Piotr Orlov

File this one under: "when genre walls collapse, the fusions are wonderful." Among the sidenotes to dance-music archivists' interest in the minimalist sounds of New York's 1970s and '80s downtown cult figures such as Arthur Russell and Julius Eastman, is how it's brought the work of their colleagues, contemporaries and collaborators to light.

Few careers in contemporary music had the arc and the diversity that South Africa-born trumpeter/singer/composer Hugh Masekela did, before he succumbed to prostate cancer on Tuesday at the age of 79.

Note: NPR's First Listen audio comes down after the album is released. However, you can still listen with the Spotify or Apple Music playlist at the bottom of the page.

Welcome to Guest Dose. Every month, NPR Music's Recommended Dose crew invites a knowledgeable and experienced DJ/selector to share with us their personal perspectives on electronic and beat-driven music, and make a mix from some new tracks they are digging.

British composer Anna Meredith produces so many types of works that attempts at a simple summary of what sort of musician she is are laughable, almost quaint.

On Sunday, Jan. 17, globalFEST, one of America's premiere showcases of musical talent from around the world, once again took over the three stages at Manhattan's Webster Hall. The one-evening festival has few American rivals in the way it simultaneously expands and condenses musical perspectives. The performances here move naturally between those that are heady and thought-provoking and those that are rhythmically sumptuous and sweat-inducing.

By 2012, Emily Wells had been practicing her songwriting and multi-instrumental talents for over a decade, mostly in DIY mode. But the album she released that year, Mama, was a step up, deftly taking advantage of her intimacy with country and roots song forms, while also showcasing her prodigious experimental streak. It was a jewel — songs by turns knowing and playful, down-home and street-wise, razor sharp and intimate.

Though he possesses an unquestioned pedigree in straight-ahead house and techno circles, Alex Prat (a.k.a. Alex From Tokyo, co-founder of Tokyo Black Star) is a musical nomad who looks to reveal his wandering spirit at every turn. That's the vibe at the heart of "Mitokomon," the globally curious opening track from the Edo Express EP, the group's first new release in years.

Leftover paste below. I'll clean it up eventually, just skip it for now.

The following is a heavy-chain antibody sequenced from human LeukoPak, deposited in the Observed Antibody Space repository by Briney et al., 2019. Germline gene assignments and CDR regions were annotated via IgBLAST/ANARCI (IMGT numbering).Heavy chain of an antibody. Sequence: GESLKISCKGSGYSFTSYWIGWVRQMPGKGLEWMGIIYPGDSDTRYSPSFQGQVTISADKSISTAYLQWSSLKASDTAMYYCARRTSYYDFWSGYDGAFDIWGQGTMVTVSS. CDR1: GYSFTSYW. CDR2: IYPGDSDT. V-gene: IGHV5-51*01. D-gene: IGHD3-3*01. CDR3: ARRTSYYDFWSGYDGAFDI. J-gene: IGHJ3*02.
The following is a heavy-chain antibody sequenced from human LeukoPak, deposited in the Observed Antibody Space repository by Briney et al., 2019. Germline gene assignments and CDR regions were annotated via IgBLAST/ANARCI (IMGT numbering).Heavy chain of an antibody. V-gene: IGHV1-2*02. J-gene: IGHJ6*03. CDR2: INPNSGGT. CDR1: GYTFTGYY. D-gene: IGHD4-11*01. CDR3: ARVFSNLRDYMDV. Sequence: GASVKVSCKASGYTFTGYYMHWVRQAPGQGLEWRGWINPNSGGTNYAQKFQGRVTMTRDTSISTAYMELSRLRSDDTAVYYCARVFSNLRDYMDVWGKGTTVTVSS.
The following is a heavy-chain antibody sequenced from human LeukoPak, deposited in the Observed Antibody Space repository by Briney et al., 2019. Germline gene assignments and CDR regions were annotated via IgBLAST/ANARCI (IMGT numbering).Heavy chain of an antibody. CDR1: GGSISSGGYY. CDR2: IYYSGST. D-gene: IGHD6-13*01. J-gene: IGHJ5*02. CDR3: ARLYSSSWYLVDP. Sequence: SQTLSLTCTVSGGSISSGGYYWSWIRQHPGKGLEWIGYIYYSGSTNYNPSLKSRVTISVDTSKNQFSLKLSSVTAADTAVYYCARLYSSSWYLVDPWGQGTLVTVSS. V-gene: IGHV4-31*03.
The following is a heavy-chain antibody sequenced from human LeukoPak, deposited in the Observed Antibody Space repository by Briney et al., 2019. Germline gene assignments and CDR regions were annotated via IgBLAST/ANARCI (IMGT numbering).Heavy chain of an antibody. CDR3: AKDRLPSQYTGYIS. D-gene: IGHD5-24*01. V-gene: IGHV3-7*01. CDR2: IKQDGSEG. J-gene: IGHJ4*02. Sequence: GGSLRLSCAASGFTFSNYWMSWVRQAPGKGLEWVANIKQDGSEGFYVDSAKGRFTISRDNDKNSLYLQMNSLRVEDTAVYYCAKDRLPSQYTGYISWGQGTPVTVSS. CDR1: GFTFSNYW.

There is something about Emily Sprague's voice that both transcends twee indie-pop clichés even as it revels in them. The songs she writes for Florist — an Upstate New York quartet which recently decamped for the bright lights of Brooklyn, and is part of The Epoch collective alongside artists such as Eskimeaux – communicate the youthful discovery of self, sans filters. Or at least that's what Sprague's intimate-beyond-comfort, speak-singing voices makes it all sound like.

Note: NPR's audio for First Listens comes down after the album is released. However, you can still listen with the Spotify playlist at the bottom of the page.


Finding an acceptable line between influence and appropriation has dogged musicians for generations, and Dexter Story addresses the issue in surprising and joyous ways on Wondem, his second album as a bandleader.

Even in the world of outré electronics, the experimental-music swings of Chicagoan Jamal Moss are radical. If you have the hips, stomach and brain for a steady stream of sonic surprises, he's your man in lo-fi techno. Among the many technologically astute and historically Afrocentric monikers Moss hides behind, Hieroglyphic Being has come to be his best known­ — if only because the labels through which Moss releases HB records (beside his self-run Mathematics Recordings) have the widest distribution.